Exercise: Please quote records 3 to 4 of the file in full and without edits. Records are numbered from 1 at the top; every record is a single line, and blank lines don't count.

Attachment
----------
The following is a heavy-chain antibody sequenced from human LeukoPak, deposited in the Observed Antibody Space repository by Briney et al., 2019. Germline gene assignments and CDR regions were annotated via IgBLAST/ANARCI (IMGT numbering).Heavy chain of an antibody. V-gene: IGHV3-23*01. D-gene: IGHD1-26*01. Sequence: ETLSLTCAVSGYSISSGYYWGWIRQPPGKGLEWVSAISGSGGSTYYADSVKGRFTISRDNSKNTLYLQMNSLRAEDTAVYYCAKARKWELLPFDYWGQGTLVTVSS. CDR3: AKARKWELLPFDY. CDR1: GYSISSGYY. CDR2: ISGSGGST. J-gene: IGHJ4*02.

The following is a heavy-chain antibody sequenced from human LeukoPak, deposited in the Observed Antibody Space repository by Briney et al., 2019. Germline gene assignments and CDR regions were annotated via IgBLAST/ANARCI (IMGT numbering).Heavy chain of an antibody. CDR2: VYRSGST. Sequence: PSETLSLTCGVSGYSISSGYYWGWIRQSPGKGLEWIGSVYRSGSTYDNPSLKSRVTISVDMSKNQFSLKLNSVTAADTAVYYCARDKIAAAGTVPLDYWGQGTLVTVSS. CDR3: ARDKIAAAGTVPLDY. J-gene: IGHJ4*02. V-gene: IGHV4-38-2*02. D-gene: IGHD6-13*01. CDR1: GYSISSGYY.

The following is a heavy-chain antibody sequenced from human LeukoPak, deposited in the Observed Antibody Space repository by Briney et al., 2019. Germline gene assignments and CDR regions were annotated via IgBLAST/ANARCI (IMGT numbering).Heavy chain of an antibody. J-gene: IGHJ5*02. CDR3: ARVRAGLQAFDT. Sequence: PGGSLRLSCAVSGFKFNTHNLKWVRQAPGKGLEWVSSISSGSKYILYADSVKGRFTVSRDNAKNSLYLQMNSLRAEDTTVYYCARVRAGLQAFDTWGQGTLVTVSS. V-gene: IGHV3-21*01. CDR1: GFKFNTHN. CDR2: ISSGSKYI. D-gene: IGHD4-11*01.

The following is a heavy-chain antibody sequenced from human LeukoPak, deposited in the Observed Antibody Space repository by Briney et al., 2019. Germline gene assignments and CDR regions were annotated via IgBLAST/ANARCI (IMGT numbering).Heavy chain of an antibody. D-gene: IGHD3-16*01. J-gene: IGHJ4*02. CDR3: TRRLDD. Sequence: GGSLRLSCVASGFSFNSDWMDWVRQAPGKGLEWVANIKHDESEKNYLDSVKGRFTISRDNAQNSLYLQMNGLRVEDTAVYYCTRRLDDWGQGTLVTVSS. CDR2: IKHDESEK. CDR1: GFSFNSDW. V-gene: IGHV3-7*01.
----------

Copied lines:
The following is a heavy-chain antibody sequenced from human LeukoPak, deposited in the Observed Antibody Space repository by Briney et al., 2019. Germline gene assignments and CDR regions were annotated via IgBLAST/ANARCI (IMGT numbering).Heavy chain of an antibody. J-gene: IGHJ5*02. CDR3: ARVRAGLQAFDT. Sequence: PGGSLRLSCAVSGFKFNTHNLKWVRQAPGKGLEWVSSISSGSKYILYADSVKGRFTVSRDNAKNSLYLQMNSLRAEDTTVYYCARVRAGLQAFDTWGQGTLVTVSS. V-gene: IGHV3-21*01. CDR1: GFKFNTHN. CDR2: ISSGSKYI. D-gene: IGHD4-11*01.

The following is a heavy-chain antibody sequenced from human LeukoPak, deposited in the Observed Antibody Space repository by Briney et al., 2019. Germline gene assignments and CDR regions were annotated via IgBLAST/ANARCI (IMGT numbering).Heavy chain of an antibody. D-gene: IGHD3-16*01. J-gene: IGHJ4*02. CDR3: TRRLDD. Sequence: GGSLRLSCVASGFSFNSDWMDWVRQAPGKGLEWVANIKHDESEKNYLDSVKGRFTISRDNAQNSLYLQMNGLRVEDTAVYYCTRRLDDWGQGTLVTVSS. CDR2: IKHDESEK. CDR1: GFSFNSDW. V-gene: IGHV3-7*01.